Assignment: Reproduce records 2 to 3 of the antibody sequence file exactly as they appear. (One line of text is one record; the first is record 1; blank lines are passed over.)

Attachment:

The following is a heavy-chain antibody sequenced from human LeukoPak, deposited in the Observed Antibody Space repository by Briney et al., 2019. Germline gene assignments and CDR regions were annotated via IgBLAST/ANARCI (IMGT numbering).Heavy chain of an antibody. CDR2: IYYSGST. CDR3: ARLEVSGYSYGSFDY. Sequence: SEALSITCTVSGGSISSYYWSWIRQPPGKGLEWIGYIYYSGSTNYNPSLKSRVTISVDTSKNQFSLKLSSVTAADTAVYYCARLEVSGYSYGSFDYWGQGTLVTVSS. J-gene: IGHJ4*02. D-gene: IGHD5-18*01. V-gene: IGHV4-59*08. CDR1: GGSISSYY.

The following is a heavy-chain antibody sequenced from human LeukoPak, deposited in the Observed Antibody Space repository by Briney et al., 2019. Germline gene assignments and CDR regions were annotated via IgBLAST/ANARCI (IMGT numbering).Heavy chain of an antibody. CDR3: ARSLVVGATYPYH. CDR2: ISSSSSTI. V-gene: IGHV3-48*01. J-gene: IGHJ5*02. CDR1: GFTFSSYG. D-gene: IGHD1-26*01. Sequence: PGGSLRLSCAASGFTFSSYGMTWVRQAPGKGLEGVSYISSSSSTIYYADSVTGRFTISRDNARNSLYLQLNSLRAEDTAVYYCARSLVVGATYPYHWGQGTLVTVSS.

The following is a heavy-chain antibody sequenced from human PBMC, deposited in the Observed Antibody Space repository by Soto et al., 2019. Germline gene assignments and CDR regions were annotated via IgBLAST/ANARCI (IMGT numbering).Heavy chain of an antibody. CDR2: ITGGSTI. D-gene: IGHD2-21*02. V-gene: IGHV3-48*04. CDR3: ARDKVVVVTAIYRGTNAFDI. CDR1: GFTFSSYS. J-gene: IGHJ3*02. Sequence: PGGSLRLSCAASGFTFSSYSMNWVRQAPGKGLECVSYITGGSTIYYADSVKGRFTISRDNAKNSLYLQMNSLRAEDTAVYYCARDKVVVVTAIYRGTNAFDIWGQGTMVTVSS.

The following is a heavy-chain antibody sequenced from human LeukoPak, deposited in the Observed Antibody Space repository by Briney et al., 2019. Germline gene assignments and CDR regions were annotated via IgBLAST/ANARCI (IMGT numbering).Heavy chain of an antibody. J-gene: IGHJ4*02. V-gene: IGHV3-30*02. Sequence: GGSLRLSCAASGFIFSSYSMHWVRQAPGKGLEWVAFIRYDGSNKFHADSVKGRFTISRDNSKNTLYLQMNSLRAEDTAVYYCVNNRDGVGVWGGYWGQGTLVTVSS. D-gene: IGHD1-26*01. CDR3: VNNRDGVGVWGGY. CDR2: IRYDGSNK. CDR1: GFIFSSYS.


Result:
The following is a heavy-chain antibody sequenced from human LeukoPak, deposited in the Observed Antibody Space repository by Briney et al., 2019. Germline gene assignments and CDR regions were annotated via IgBLAST/ANARCI (IMGT numbering).Heavy chain of an antibody. CDR3: ARSLVVGATYPYH. CDR2: ISSSSSTI. V-gene: IGHV3-48*01. J-gene: IGHJ5*02. CDR1: GFTFSSYG. D-gene: IGHD1-26*01. Sequence: PGGSLRLSCAASGFTFSSYGMTWVRQAPGKGLEGVSYISSSSSTIYYADSVTGRFTISRDNARNSLYLQLNSLRAEDTAVYYCARSLVVGATYPYHWGQGTLVTVSS.

The following is a heavy-chain antibody sequenced from human PBMC, deposited in the Observed Antibody Space repository by Soto et al., 2019. Germline gene assignments and CDR regions were annotated via IgBLAST/ANARCI (IMGT numbering).Heavy chain of an antibody. CDR2: ITGGSTI. D-gene: IGHD2-21*02. V-gene: IGHV3-48*04. CDR3: ARDKVVVVTAIYRGTNAFDI. CDR1: GFTFSSYS. J-gene: IGHJ3*02. Sequence: PGGSLRLSCAASGFTFSSYSMNWVRQAPGKGLECVSYITGGSTIYYADSVKGRFTISRDNAKNSLYLQMNSLRAEDTAVYYCARDKVVVVTAIYRGTNAFDIWGQGTMVTVSS.